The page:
Eating disorders are serious, life-threatening conditions that affect both your physical and mental health. They involve extreme disturbances in eating behaviors and distorted thoughts about food, weight, body shape and size. The most common types of eating disorders are anorexia nervosa, bulimia nervosa, binge-eating disorder, avoidant restrictive food intake disorder, other specified feeding and eating disorder and pica and rumination disorder.
People with anorexia restrict their calories to the point of starvation. They often feel they are fat despite their extremely low weight and think they can never be thin enough. Anorexia usually develops during the teenage or early adult years but can occur at any age. People with anorexia can have problems with heart, kidneys and brain function.
Binge-eating disorder is characterized by episodes of eating very large amounts of food in a short time. This can cause feelings of being out of control and leads to guilt and shame. People with bulimia also experience these feelings but they act on them by purging, which can include forcing themselves to vomit, taking laxatives or exercising excessively. People with bulimia may also have episodes of binge eating without purging afterwards or they might simply exercise to burn off the calories.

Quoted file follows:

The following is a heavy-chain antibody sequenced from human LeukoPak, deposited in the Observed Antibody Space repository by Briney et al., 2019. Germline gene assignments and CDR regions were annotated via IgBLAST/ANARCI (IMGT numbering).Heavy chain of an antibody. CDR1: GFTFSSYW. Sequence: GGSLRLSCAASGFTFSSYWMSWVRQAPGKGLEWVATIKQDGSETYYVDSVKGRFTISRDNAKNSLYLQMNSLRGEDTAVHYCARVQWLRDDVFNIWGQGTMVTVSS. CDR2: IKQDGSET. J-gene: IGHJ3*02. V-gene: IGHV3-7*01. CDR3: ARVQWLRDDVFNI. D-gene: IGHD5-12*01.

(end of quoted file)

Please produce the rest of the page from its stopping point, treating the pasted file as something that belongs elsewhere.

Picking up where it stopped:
Those with bulimia also have periods of being preoccupied with their weight and body shape, with severe and harsh self-judgment of their appearance. They can become dehydrated and have electrolyte imbalances, including too much potassium, calcium and sodium, as a result of their habits.
Other specified feeding and eating disorder involves eating a very limited variety of foods or avoiding certain foods due to sensory characteristics such as texture, taste, color or smell. It can cause a feeling of being out of control when you eat and may interfere with social functioning and physical health.
There is no one cause for eating disorders but they seem to run in families. They might be triggered by stress or a history of abuse. They can also be a result of pressure from peers and a society that values thinness. People with eating disorders often have other psychological and medical problems such as depression, anxiety and suicidal thoughts.
If you or someone you know has symptoms of an eating disorder, talk to a doctor right away. It’s important to get treatment as soon as possible because some types of eating disorders can be fatal. Talk to your doctor about the symptoms you’re having and what type of treatment is best for you, such as outpatient therapy (schedule weekly visits to a counselor) or inpatient care at a hospital or eating disorder clinic. If you have a friend or family member who is struggling with an eating disorder, encourage them to see a doctor, even if they’re not ready to admit they have a problem. It’s not easy to ask for help but it might be the first step toward recovery.